Saturday, November 28, 2009

Anonymous Angels

We are celebrating two years of jewelry-making partnership with Angeles Anonimos (Anonymous Angels) of Lima, Peru. Introduced to the Angels by other partners we were working with, we knew immediately we had found something quite special.

The founders of the organization, Maria Elena, Jorge, and Adriana had backgrounds in the mainstream jewelry business in South America. Combining their expertise in jewelry with their passion for helping "unemployable" Peruvians with disabilities created Angeles Anonimos. A key component of their plan was finding a US partner to sell the jewelry. We couldn't be happier to be that partner.















The San Luis district of Lima is desperately poor. Jobs are scarce, almost non-existent for people with disabilities such as polio or the inability to hear. The year-round mild San Francisco-like climate here is scant comfort to millions of residents who live on less than $2 per day.  Groups like A.A. are helping to make sure that Peru's recent economic boom is shared with people in areas like this where the workshop is located.














Some pictures from one of our production runs:




Accompanying us on one of our trips were local Madison, Wisconsin video storyteller Katy Sai and photographer Jay Olsen of StoryBridge.tv.  Thank you Katy and Jay...well done!  You can view the videos below.  We encourage you to share them with anyone you think may be touched by the stories here.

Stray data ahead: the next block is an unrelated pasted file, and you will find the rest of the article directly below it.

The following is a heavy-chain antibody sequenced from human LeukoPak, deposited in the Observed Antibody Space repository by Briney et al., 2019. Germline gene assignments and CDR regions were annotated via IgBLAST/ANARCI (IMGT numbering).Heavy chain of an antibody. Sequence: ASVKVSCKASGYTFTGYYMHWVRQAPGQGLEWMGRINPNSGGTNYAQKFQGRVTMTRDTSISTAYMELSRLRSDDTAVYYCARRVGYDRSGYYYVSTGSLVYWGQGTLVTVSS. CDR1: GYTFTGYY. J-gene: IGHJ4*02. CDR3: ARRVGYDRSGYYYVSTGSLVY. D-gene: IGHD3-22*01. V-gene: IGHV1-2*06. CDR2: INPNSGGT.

So what's with the name? Maria Elena was surprised it was not obvious to us when we asked her.  She told us that every time someone buys a piece of their jewelry, that person is an anonymous angel. Someone they will never meet, but who is making a big difference.  We had several disagreements about this as it was quite obvious to us who the angels were. "No no, you're the angels."  "No no, you are!" But our angel-calling sessions ended quite amicably, often with huge servings of delicious Peruvian food. (we know when we're outmatched). Thank you Angels! We are motivated every day to sell as much jewelry as we can. If you would like to help us support them, it's as easy as buying a piece of their jewelry.